I had the pleasure of really getting to know artist Elise P. Church at an artists residency called Soaring Gardens last summer. While there Elise focused solely on drawing, creating a new series titled "Portals/Portholes" that got their shapes from the random cut-out "frames" of past photographic work. This shape, this slightly random, sometimes curved, others more sharp or imperfect and stretched "ovals" is consistent throughout her work, and a shape I have found myself newly obsessed with myself. I hope you enjoy getting to know Elise as much as I have!
You're an artist that works in multiple mediums, sculpture, drawing, painting, installation...is there any art form you're focusing on right now? What are you finding the most inspiration from currently?
Currently, I am inspired by snapshots from the 1960’s. I found a brown vinyl-covered photo album at a flea market in 2013 and ever since the photograph has been both the medium and the subject. As an abstract artist and formalist, I am not interested in who or what was pictured. I am seduced by the milky palette and the nostalgic imagery. The photo work began as photo-collages using only excised portions of the whole but has expanded into other mediums. I continue to make photo-collages but now only to serve as studies for paintings and drawings. My main focus is large scale paintings on paper based on these one to three inch photo fragments.
Is there a process you've always wanted to learn or admire in other peoples work?
I have long admired the work of ceramists and follow artists like Kathy Butterly, Arlene Shechet and Ron Nagle. The “happy accidents” that occur in the process of firing clay - broken or cracked pieces, unexpected glaze colors once fired and distorted forms are magical to me. The process of transforming an object from wet to dry, from malleable to hard and from one color to another is at once surprising and exciting.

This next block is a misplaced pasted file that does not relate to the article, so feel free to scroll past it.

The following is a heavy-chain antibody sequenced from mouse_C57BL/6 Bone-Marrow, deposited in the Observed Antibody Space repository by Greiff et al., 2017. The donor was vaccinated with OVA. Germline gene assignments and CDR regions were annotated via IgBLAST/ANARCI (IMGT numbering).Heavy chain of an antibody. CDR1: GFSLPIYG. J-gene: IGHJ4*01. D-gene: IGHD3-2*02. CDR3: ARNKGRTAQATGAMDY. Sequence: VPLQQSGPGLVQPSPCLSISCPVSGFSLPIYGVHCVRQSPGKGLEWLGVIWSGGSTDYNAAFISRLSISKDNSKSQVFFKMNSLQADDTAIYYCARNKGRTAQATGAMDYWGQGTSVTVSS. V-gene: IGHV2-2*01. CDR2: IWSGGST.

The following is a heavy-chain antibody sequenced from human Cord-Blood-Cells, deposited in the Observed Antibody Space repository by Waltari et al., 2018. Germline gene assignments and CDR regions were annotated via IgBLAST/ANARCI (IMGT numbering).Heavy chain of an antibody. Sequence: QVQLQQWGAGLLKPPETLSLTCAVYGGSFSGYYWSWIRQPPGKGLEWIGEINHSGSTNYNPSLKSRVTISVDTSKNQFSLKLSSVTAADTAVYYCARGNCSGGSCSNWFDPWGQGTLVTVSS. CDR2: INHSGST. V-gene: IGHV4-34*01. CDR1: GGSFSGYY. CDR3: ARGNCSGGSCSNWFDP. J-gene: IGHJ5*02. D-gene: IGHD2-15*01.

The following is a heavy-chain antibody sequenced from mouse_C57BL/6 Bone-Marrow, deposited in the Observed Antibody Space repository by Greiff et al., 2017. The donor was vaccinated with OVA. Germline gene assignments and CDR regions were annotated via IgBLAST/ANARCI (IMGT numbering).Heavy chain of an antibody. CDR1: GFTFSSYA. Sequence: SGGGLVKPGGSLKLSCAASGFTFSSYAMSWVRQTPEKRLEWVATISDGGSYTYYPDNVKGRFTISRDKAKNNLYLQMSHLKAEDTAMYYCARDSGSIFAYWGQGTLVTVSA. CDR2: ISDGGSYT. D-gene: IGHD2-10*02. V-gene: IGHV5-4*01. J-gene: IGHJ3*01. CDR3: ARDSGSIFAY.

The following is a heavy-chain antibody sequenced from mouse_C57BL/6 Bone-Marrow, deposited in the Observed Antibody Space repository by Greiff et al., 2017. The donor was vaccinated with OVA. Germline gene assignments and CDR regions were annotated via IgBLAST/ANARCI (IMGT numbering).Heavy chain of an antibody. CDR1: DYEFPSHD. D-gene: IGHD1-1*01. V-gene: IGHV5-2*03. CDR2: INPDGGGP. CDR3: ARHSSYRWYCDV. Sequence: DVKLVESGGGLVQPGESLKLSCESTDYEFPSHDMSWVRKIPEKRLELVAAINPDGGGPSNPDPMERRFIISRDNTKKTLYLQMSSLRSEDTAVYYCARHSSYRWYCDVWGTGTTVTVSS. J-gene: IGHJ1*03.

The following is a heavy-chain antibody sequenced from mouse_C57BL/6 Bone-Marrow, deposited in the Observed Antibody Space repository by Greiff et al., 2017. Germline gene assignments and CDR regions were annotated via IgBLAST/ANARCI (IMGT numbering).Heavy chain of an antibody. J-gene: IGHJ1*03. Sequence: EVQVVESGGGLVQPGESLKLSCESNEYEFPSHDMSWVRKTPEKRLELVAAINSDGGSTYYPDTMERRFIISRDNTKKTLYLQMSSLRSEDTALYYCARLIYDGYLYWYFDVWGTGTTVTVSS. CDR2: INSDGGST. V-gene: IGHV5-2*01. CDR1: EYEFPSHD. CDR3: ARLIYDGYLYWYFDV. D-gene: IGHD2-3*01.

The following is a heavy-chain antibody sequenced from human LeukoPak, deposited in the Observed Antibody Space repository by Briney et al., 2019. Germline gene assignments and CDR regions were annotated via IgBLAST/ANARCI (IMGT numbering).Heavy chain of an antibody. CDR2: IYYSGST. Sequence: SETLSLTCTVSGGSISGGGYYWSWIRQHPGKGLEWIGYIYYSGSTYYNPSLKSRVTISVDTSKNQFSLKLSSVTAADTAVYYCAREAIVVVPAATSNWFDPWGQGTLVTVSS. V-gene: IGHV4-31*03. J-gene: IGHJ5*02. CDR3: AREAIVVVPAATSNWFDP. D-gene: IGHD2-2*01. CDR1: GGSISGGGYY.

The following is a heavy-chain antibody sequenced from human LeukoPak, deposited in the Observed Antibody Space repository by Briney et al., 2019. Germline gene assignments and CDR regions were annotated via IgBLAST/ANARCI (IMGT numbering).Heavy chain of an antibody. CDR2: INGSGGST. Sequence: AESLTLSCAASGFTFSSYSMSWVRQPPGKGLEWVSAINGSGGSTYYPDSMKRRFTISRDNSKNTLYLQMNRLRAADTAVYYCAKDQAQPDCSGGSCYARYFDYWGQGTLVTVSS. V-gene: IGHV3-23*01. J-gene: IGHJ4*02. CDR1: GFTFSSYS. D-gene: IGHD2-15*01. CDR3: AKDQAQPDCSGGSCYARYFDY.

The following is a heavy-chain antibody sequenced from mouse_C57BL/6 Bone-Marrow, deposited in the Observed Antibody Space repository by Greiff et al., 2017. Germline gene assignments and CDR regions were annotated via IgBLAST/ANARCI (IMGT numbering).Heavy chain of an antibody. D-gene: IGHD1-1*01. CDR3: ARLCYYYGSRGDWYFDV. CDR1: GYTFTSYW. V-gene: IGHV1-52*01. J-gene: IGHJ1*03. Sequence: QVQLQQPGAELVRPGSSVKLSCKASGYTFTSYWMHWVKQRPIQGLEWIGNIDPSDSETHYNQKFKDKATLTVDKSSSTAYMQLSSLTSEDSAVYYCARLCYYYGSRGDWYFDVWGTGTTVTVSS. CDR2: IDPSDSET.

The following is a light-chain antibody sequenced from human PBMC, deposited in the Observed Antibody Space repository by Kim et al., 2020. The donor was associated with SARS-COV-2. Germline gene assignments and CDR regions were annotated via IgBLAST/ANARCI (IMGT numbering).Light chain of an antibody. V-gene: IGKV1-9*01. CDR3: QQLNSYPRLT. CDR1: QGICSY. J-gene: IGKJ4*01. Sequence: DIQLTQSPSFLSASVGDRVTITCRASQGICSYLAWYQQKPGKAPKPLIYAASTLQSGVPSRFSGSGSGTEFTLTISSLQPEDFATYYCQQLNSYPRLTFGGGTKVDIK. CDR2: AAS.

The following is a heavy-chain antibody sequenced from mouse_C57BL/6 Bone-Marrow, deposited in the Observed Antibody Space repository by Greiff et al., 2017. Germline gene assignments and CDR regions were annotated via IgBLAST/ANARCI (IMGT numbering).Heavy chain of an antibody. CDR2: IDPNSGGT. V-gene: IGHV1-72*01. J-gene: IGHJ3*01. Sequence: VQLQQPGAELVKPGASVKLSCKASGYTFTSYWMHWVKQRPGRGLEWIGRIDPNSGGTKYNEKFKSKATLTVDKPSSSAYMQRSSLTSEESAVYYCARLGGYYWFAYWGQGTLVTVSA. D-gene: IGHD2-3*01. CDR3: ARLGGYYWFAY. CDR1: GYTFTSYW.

So much of your work revolves around your past experiences and memories, is there a stopping point? Or do you think your current experiences will become inspiration for your work in the future?
I think my work will always reflect my past. I think we are constantly referencing our past experiences and behaviors consciously and subconsciously. I think we are continually sorting through aspects of our life that repeat themselves. I work in response to my inner life and struggles despite how it appears in its physical iteration. There is no stopping point, it is evolving.
Can you discuss the process when working on a piece that is from a good memory vs a bad one? Do you approach them differently?
Photography of the sixties is quite different from photography today and I find the difference fascinating. Cameras were saved for celebrations, ceremonies and vacation. Film was precious, therefore, captured moments of a family’s life economically - inherently good times.
I made a series of drawings using my own family snapshots. They are reminiscent of birthday parties, camp and summers on Martha’s Vineyard. I don’t associate them with any bad memories, bittersweet maybe, but those were joyous times. I approached the drawings with intimacy and care which is less present when I use other people’s memorabilia which I tend to dismantle. Drawing from my childhood pictures is immersive and intense in practice. Ultimately, I am looking for form, color and composition within the images. The memory is a byproduct of the material.